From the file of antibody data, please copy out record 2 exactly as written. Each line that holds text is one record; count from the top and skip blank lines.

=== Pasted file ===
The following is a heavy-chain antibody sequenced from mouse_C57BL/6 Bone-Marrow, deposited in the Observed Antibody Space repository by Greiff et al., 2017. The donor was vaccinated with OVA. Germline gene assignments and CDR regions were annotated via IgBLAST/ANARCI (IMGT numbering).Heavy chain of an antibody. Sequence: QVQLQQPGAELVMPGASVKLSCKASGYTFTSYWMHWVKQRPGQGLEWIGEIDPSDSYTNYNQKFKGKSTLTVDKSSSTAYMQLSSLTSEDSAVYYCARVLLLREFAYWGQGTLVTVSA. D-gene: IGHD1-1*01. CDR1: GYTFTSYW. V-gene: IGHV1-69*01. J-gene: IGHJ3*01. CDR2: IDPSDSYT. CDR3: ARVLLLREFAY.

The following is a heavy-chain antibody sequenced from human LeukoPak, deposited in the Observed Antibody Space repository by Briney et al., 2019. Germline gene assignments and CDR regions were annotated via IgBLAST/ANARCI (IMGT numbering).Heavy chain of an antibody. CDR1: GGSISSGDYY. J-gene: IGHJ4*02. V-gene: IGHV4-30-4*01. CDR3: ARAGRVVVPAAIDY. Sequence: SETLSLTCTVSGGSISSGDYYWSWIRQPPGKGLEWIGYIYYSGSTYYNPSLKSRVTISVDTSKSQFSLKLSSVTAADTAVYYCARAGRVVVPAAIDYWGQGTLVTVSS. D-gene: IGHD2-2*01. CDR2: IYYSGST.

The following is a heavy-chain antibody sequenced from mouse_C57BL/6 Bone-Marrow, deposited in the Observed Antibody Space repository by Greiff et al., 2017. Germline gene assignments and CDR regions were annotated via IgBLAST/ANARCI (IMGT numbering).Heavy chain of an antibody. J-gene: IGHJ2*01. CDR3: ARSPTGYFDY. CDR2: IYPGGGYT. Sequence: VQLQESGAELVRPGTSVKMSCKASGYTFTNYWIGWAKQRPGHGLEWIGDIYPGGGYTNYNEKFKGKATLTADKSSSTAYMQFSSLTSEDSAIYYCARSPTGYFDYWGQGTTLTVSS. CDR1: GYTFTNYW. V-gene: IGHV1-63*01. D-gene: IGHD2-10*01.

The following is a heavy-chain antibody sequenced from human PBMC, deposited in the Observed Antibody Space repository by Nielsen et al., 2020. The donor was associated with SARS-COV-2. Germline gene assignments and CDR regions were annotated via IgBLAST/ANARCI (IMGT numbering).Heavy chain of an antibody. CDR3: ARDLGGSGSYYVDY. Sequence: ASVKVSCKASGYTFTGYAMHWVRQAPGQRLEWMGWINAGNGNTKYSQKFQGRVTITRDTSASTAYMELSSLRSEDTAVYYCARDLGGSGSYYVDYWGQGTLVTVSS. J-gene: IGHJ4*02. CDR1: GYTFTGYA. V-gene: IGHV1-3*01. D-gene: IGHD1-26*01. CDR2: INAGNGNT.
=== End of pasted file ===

The following is a heavy-chain antibody sequenced from human LeukoPak, deposited in the Observed Antibody Space repository by Briney et al., 2019. Germline gene assignments and CDR regions were annotated via IgBLAST/ANARCI (IMGT numbering).Heavy chain of an antibody. CDR1: GGSISSGDYY. J-gene: IGHJ4*02. V-gene: IGHV4-30-4*01. CDR3: ARAGRVVVPAAIDY. Sequence: SETLSLTCTVSGGSISSGDYYWSWIRQPPGKGLEWIGYIYYSGSTYYNPSLKSRVTISVDTSKSQFSLKLSSVTAADTAVYYCARAGRVVVPAAIDYWGQGTLVTVSS. D-gene: IGHD2-2*01. CDR2: IYYSGST.